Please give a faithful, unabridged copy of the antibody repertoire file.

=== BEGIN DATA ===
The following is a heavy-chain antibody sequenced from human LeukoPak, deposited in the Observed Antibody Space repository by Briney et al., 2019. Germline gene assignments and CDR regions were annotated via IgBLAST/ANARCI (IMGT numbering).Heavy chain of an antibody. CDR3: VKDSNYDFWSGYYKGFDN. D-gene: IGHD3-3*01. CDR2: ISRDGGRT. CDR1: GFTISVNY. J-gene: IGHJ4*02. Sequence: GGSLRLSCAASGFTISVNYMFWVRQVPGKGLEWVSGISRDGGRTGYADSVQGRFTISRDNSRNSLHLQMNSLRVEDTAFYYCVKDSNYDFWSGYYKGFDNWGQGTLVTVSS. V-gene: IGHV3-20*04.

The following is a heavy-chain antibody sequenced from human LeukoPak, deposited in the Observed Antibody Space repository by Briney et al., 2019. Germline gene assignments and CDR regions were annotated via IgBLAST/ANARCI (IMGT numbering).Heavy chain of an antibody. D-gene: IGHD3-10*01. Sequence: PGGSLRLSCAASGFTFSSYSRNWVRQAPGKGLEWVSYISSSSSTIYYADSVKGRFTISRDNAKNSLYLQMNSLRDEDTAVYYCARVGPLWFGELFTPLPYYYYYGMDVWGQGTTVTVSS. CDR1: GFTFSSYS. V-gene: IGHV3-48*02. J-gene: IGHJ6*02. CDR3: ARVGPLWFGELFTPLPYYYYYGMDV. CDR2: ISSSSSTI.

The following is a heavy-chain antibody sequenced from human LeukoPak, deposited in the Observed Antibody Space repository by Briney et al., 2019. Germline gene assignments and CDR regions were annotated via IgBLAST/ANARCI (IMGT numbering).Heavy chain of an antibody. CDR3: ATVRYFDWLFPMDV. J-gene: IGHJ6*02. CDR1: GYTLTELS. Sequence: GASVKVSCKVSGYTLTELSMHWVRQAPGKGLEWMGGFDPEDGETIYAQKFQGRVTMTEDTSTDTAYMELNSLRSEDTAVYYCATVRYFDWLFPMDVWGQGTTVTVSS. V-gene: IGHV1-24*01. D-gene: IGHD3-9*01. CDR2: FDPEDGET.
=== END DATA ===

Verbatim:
The following is a heavy-chain antibody sequenced from human LeukoPak, deposited in the Observed Antibody Space repository by Briney et al., 2019. Germline gene assignments and CDR regions were annotated via IgBLAST/ANARCI (IMGT numbering).Heavy chain of an antibody. CDR3: VKDSNYDFWSGYYKGFDN. D-gene: IGHD3-3*01. CDR2: ISRDGGRT. CDR1: GFTISVNY. J-gene: IGHJ4*02. Sequence: GGSLRLSCAASGFTISVNYMFWVRQVPGKGLEWVSGISRDGGRTGYADSVQGRFTISRDNSRNSLHLQMNSLRVEDTAFYYCVKDSNYDFWSGYYKGFDNWGQGTLVTVSS. V-gene: IGHV3-20*04.

The following is a heavy-chain antibody sequenced from human LeukoPak, deposited in the Observed Antibody Space repository by Briney et al., 2019. Germline gene assignments and CDR regions were annotated via IgBLAST/ANARCI (IMGT numbering).Heavy chain of an antibody. D-gene: IGHD3-10*01. Sequence: PGGSLRLSCAASGFTFSSYSRNWVRQAPGKGLEWVSYISSSSSTIYYADSVKGRFTISRDNAKNSLYLQMNSLRDEDTAVYYCARVGPLWFGELFTPLPYYYYYGMDVWGQGTTVTVSS. CDR1: GFTFSSYS. V-gene: IGHV3-48*02. J-gene: IGHJ6*02. CDR3: ARVGPLWFGELFTPLPYYYYYGMDV. CDR2: ISSSSSTI.

The following is a heavy-chain antibody sequenced from human LeukoPak, deposited in the Observed Antibody Space repository by Briney et al., 2019. Germline gene assignments and CDR regions were annotated via IgBLAST/ANARCI (IMGT numbering).Heavy chain of an antibody. CDR3: ATVRYFDWLFPMDV. J-gene: IGHJ6*02. CDR1: GYTLTELS. Sequence: GASVKVSCKVSGYTLTELSMHWVRQAPGKGLEWMGGFDPEDGETIYAQKFQGRVTMTEDTSTDTAYMELNSLRSEDTAVYYCATVRYFDWLFPMDVWGQGTTVTVSS. V-gene: IGHV1-24*01. D-gene: IGHD3-9*01. CDR2: FDPEDGET.